Plus, it doesn’t stop there. Back at the office or headquarters, administrative staff can also encounter complications when fighting illegal work. Managing a large volume of paperwork from several sites can be problematic, especially when it is of mixed content and quality (or when it has been raining onto the paperwork!). So, it can be hard to get an informed overview of the status of workers, which impacts the ability to spot anomalies in a timely manner and proactively communicate these to the site to prevent further problems.
Subcontracting and illegal work
Subcontracting is a very common practice in the construction sector but it can make the fight against illegal work even harder. This is because it results in even less oversight and control over the subcontractor’s workers and their administrative status. The outcome is yet more risk, because of less direct control but greater liability in the case of illegality.
Construction software against illegal work
Although illegal work sometimes occurs in sectors like construction, it does not have to be terminal because solutions are currently available.
For workers on-site, it means:
- A full overview of all the workers present, with access to their information about:
– Global administrative status (work permit, etc)
– Training status (health and safety, etc)
– Skills, etc.
- Automatic alerts if someone is not correctly authorised and therefore they will also not be able to access the worksite.
- Site foreman/manager can indicate the actions taken (control, site exit, safety training, etc).
- Access codes can be created and shared throughout the worksite.
At the headquarters
For administrative managers of the general contractors, it allows you to:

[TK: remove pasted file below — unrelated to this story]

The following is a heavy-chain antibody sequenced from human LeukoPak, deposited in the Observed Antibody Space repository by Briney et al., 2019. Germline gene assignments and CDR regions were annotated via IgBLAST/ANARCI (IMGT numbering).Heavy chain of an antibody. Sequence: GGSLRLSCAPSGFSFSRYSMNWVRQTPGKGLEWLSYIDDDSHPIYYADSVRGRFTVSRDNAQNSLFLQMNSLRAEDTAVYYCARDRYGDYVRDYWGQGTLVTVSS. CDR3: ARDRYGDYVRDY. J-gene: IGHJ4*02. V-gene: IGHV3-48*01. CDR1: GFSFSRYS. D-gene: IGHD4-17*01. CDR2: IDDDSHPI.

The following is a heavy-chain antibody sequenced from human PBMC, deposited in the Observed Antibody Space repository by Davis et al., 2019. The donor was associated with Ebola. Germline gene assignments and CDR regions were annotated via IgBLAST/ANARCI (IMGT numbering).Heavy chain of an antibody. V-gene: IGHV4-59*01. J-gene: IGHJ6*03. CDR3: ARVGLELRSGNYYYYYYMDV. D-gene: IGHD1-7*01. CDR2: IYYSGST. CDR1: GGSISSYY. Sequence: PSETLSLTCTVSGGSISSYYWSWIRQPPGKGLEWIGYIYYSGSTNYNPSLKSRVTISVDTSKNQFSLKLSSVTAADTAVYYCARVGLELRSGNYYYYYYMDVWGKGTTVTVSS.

- Efficiently manage the data of the workforce (and their employer) who attend the building site.
- Have a complete and accurate view of the administrative status and site training of your workers, temps and subcontractors.
- Use automatic recognition and validation systems to facilitate document management.
- Collect documents from your subcontractors in a structured and optimal way, based on employee profiles, regulations and your own internal rules.
- Manage the administrative statuses and site access authorisations.
For subcontractors, it means:
- Sharing documents in a structured and optimal way, based on employee profiles, regulations and your own internal rules for the client.
- Automatic reminders in the case of missing documents or due dates.
- Automatic document sharing.
The problem of illegal work in construction is significant and one that has major repercussions for a company, in terms of financial penalties and reputational damage. An increased focus on it by legislators across the world means that it makes sound economic sense to tackle the problem sooner rather than later. Countering illegal work in the construction sector can be difficult, but the use of the right digital software can certainly make the task much easier.